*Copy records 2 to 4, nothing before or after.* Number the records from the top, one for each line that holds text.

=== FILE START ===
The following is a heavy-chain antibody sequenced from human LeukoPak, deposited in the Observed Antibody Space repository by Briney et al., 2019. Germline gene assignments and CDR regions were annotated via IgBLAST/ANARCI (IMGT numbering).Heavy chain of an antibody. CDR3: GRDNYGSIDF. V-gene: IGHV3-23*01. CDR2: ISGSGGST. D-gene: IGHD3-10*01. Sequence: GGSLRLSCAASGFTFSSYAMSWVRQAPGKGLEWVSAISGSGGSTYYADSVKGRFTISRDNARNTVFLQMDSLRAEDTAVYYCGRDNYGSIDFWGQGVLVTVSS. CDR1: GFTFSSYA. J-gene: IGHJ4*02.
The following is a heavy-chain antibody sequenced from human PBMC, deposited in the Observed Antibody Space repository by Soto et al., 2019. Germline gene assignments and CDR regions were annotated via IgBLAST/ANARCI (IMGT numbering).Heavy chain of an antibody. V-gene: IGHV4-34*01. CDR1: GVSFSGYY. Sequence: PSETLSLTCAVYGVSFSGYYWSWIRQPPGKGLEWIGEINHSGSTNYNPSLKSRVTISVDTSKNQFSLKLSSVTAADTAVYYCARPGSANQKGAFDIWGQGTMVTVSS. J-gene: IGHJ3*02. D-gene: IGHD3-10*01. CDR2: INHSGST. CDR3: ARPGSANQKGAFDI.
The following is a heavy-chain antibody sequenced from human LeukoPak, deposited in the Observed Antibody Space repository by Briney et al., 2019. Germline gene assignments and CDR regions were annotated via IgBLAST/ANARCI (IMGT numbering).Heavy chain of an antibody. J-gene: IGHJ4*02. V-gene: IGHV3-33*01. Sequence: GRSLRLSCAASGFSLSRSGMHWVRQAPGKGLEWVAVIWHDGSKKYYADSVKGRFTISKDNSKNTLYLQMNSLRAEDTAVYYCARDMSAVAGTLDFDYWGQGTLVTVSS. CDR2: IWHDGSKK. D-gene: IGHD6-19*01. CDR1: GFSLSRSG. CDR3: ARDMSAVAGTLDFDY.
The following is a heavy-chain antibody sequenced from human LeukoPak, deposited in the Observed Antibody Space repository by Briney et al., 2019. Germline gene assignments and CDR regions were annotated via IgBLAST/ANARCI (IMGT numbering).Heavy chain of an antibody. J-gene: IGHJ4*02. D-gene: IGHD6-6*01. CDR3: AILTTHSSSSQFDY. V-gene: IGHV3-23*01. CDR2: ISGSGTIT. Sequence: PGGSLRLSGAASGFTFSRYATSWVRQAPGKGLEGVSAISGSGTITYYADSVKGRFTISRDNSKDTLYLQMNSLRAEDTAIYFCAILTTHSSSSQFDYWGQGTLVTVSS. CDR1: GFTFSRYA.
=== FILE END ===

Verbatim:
The following is a heavy-chain antibody sequenced from human PBMC, deposited in the Observed Antibody Space repository by Soto et al., 2019. Germline gene assignments and CDR regions were annotated via IgBLAST/ANARCI (IMGT numbering).Heavy chain of an antibody. V-gene: IGHV4-34*01. CDR1: GVSFSGYY. Sequence: PSETLSLTCAVYGVSFSGYYWSWIRQPPGKGLEWIGEINHSGSTNYNPSLKSRVTISVDTSKNQFSLKLSSVTAADTAVYYCARPGSANQKGAFDIWGQGTMVTVSS. J-gene: IGHJ3*02. D-gene: IGHD3-10*01. CDR2: INHSGST. CDR3: ARPGSANQKGAFDI.
The following is a heavy-chain antibody sequenced from human LeukoPak, deposited in the Observed Antibody Space repository by Briney et al., 2019. Germline gene assignments and CDR regions were annotated via IgBLAST/ANARCI (IMGT numbering).Heavy chain of an antibody. J-gene: IGHJ4*02. V-gene: IGHV3-33*01. Sequence: GRSLRLSCAASGFSLSRSGMHWVRQAPGKGLEWVAVIWHDGSKKYYADSVKGRFTISKDNSKNTLYLQMNSLRAEDTAVYYCARDMSAVAGTLDFDYWGQGTLVTVSS. CDR2: IWHDGSKK. D-gene: IGHD6-19*01. CDR1: GFSLSRSG. CDR3: ARDMSAVAGTLDFDY.
The following is a heavy-chain antibody sequenced from human LeukoPak, deposited in the Observed Antibody Space repository by Briney et al., 2019. Germline gene assignments and CDR regions were annotated via IgBLAST/ANARCI (IMGT numbering).Heavy chain of an antibody. J-gene: IGHJ4*02. D-gene: IGHD6-6*01. CDR3: AILTTHSSSSQFDY. V-gene: IGHV3-23*01. CDR2: ISGSGTIT. Sequence: PGGSLRLSGAASGFTFSRYATSWVRQAPGKGLEGVSAISGSGTITYYADSVKGRFTISRDNSKDTLYLQMNSLRAEDTAIYFCAILTTHSSSSQFDYWGQGTLVTVSS. CDR1: GFTFSRYA.